Alumni Research

April 26, 2017 at 11:27 am

Rothwell, Two Alumni Featured on Cover of Botany

Cover of American Journal of Botany featuring microscopic photo of moss.

Cover of American Journal of Botany featuring microscopic photo of moss.

Research by Distinguished Professor Emeritus Gar Rothwell and two Ohio University alumni was featured on the cover of the April 2017 edition of American Journal of Botany.

Dr. Gar Rothwell

Dr. Gar Rothwell

Their article—“Extending the fossil record of Polytrichaceae: Early Cretaceous Meantoinea alophosioides gen. et sp. nov., permineralized gametophytes with gemma cups from Vancouver Island”—discusses the oldest unequivocal record of the moss family Polytrichaceae. It is the first record of fossil moss gemma cups. And, the research establishes a minimum age for the family of 136 million years old.

Dr. Ruth Stockey

Dr. Ruth Stockey

Co-author on the article include Dr. Alexander Bippus from Humboldt State University and two Ohio University alumni. Dr. Ruth Stockey ’74 earned an M.S. in Plant Biology from the College of Arts & Sciences at Ohio University. She is Professor of Botany and Plant Pathology at at Oregon State University.

Dr. Alexandru Mihial Tomescu, looking down at a fossil in the field.

Dr. Alexandru Mihial Tomescu

Dr. Alexandru Mihial Tomescu ‘o4 earned a Ph.D. in Plant Biology from the College of Arts & Sciences at OHIO. He is Professor of Biological Sciences at Humboldt State University.


PREMISE OF THE STUDY: Diverse in modern ecosystems, mosses are dramatically underrepresented in the fossil record. Furthermore, most pre-Cenozoic mosses are known only from compression fossils, lacking detailed anatomical information. When preserved, anatomy vastly improves resolution in the systematic placement of fossils. Lower Cretaceous deposits at Apple Bay (Vancouver Island, British Columbia, Canada) contain a diverse anatomically preserved flora that includes numerous bryophytes, many of which have yet to be characterized. Among them is a polytrichaceous moss that is described here.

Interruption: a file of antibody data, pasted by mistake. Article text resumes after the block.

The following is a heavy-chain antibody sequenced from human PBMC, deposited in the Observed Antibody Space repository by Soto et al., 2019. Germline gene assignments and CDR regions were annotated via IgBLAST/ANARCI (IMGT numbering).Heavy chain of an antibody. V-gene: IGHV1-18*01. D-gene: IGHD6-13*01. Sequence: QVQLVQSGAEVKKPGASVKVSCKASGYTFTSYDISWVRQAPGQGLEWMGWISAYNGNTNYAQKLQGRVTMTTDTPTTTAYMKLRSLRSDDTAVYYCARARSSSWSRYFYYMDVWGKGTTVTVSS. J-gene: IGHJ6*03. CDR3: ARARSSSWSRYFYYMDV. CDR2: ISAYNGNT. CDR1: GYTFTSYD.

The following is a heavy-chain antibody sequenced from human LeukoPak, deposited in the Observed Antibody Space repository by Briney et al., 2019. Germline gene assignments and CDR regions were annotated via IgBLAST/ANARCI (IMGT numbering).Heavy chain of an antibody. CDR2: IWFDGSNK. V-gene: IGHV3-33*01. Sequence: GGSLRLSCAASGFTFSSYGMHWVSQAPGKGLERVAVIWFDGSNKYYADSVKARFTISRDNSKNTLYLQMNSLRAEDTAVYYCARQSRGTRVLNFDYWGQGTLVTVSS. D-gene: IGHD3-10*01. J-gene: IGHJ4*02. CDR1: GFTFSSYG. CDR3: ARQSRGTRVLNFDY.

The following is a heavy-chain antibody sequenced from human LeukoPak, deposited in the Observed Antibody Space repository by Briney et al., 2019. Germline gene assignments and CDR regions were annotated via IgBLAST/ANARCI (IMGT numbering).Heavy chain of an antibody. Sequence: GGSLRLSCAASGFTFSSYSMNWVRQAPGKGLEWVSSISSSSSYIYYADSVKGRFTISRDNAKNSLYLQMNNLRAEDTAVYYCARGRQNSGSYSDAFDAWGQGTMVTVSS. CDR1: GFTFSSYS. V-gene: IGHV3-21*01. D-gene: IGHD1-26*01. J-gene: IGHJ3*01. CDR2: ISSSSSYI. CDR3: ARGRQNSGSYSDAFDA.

METHODS: Fossil moss gametophytes preserved in four carbonate concretions were studied in serial sections prepared using the cellulose acetate peel technique.

KEY RESULTS: We describe Meantoinea alophosioides gen. et sp. nov., a polytrichaceous moss with terminal gemma cups containing stalked, lenticular gemmae. Leaves with characteristic costal anatomy, differentiated into sheathing base and free lamina and bearing photosynthetic lamellae, along with a conducting strand in the stem, place Meantoinea in family Polytrichaceae. The bistratose leaf lamina with an adaxial layer of mamillose cells, short photosynthetic lamellae restricted to the costa, and presence of gemma cups indicate affinities with basal members of the Polytrichaceae, such as Lyellia, Bartramiopsis, and Alophosia.

CONCLUSIONS: Meantoinea alophosioides enriches the documented moss diversity of an already-diverse Early Cretaceous plant fossil assemblage. This is the third moss described from the Apple Bay plant fossil assemblage and represents the first occurrence of gemma cups in a fossil moss. It is also the oldest unequivocal record of Polytrichaceae, providing a hard minimum age for the group of 136 million years.

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